Thursday (Feb. 25) was an unusually big day in politics, even by Louisiana standards.
The big news in Baton Rouge on Thursday was House passage of Gov. John Bel Edwards’ one-cent sales tax (minus the assessment on manufacturing) but the action was quickly overshadowed by a credit rating downgrade by Moody’s. http://theadvocate.com/news/14993547-79/moodys-downgrades-louisianas-credit-rating
The state also received a “negative outlook” from Moody’s, meaning the state could be downgraded again.
Coupled with the sales passage, which must now go to the Senate for a vote, was additional cuts of $100 million in state spending and the taking of $128 million from the rainy day fund. With the $60 million already cut by the Edwards administration, Thursday’s action will make up about $700 million of the $900 million needed by the end of the current fiscal year on June 30.
The downgrade was the first for the state since Hurricane Katrina and the lower rating means when borrowing money, the state will have to pay higher interest rates.
And just to add a touch of spice to an already politically volatile state, Public Service Commissioner Foster Campbell announced on the Jim Engster Show on Thursday that he will be a candidate for the U.S. Senate seat being vacated by Sen. David Vitter. http://www.jimengster.com/
Campbell, an outspoken PSC member and a former state senator, is the second Democrat to enter the already crowded field of senatorial hopefuls. So far, U.S. Reps. Charles Boustany, Jr. of the state’s 3rd Congressional District and John Fleming of the 4th District, State Treasurer John Kennedy and U.S. Air Force veteran Rob Maness, all Republicans, a second Democrat, New Orleans attorney Caroline Fayard, and, of course, the former director of Louisiana Alcohol and Tobacco Control, the inimitable Troy Hebert, an Independent.
A debate between all the candidates could be reminiscent of the early debates between the 17 original candidates for the Republican president nomination—but without the charm, sparkle and depth of Ted Cruz and Donald Trump, a lot less fun.
Maness was an unsuccessful candidate for the U.S. Senate seat won by Bill Cassidy in 2014 and Fayard was defeated in a special election for lieutenant governor in 2010 by Jay Dardenne.
Campbell, something of a throwback to the populist candidates of another era, is outspoken on issues, particularly with utility companies and the oil and gas industry, and while in the State Senate, he crossed party lines to lend strong support to then-Gov. Dave Treen’s proposed Coastal Wetlands Environmental Levy (CWEL), a $450 million tax on petroleum and natural gas. Campbell today says had CWEL passed, the state would not be in the financial bind in which it now finds itself. But strong opposition by LABI and the oil and gas lobby defeated the proposal.
In a related but relative minor matter, LouisianaVoice received one of those “independent political polls” that was so obviously commissioned by Rep. Fleming that it may as well have been conducted by the good congressman himself.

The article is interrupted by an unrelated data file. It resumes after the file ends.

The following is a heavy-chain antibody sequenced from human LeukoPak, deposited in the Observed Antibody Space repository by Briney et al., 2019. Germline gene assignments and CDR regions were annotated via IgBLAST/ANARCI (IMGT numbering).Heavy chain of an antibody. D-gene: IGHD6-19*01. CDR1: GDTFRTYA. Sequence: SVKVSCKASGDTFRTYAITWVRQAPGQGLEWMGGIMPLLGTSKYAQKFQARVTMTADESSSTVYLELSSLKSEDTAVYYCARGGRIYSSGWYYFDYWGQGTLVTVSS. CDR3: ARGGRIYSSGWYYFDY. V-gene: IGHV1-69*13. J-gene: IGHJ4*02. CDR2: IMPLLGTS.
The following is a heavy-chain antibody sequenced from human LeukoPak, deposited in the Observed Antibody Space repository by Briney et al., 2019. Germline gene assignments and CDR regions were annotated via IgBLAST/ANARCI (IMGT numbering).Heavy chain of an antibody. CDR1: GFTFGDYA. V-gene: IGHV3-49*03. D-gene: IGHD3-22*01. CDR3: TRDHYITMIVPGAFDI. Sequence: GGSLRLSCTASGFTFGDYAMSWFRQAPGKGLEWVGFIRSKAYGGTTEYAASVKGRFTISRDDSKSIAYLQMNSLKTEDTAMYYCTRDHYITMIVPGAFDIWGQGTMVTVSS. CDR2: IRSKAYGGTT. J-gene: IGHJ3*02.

The questions were prefaced by glowing stories of Fleming’s humble background and how he pulled himself by the bootstraps to not only become a doctor but to establish “numerous businesses,” one of which just happened to be a payday loan company that preys on low-income citizens, hooking them for exorbitant interest rates.
At the same time, the pollster, a woman, set up other questions about the other candidates with disparaging background stories on Boustany, Fayard and Kennedy (Maness was omitted, possibly in deference to his military service) that stopped just short of labeling them as subversives. Also omitted from the verbal flogging was Campbell, obviously only because he was not a declared candidate at the time Fleming wrote the questions for the poll.
Louisiana’s credit rating was not changed by Fitch and Standard & Poor’s, the other two major financial rating agencies.
But Moody’s move, dropping the state from Aa2 to Aa3 leaves Louisiana with better credit ratings than just two other states, New Jersey and Illinois. The downgrade will be applied to the state’s general obligation bonds and gas and fuel tax bonds. That means in turn that when the state issues bonds to finance construction projects such as roads and public buildings, it will have to pay higher interest rates on the borrowed money.
The move came as a surprise as most observers, including Kennedy, though Moody’s would wait until the Legislature completed the current special session, which is scheduled to end March 9.
Kennedy used the downgrade to take shots at both Bobby Jindal and Gov. Edwards. “You can’t spend more taxpayer money than you take in for seven years in a row and not expect a downgrade to your credit rating,” Kennedy said. “You also can’t make public statements about suspending TOPS, ending LSU football, closing Nicholls State University and closing five prisons without scaring the daylights out of the credit rating agencies that grade our debt and the institutional investors that buy our debt. What we tell our children is true: Acts have consequences.” http://theadvocate.com/news/14993547-79/moodys-downgrades-louisianas-credit-rating#comments
Edwards, meanwhile, blamed the downgrade on the seven years of patchwork budgeting by the Jindal administration, calling it “a disappointing development, particularly since we believed that Moody’s would wait until the conclusion of the special session to make any decision on our rating. Unfortunately, the downgrade confirms what we’ve been saying about the structural imbalance of our budget. The overuse and abuses of one-time money and fund sweeps by the Jindal Administration were a major factor in this decision.”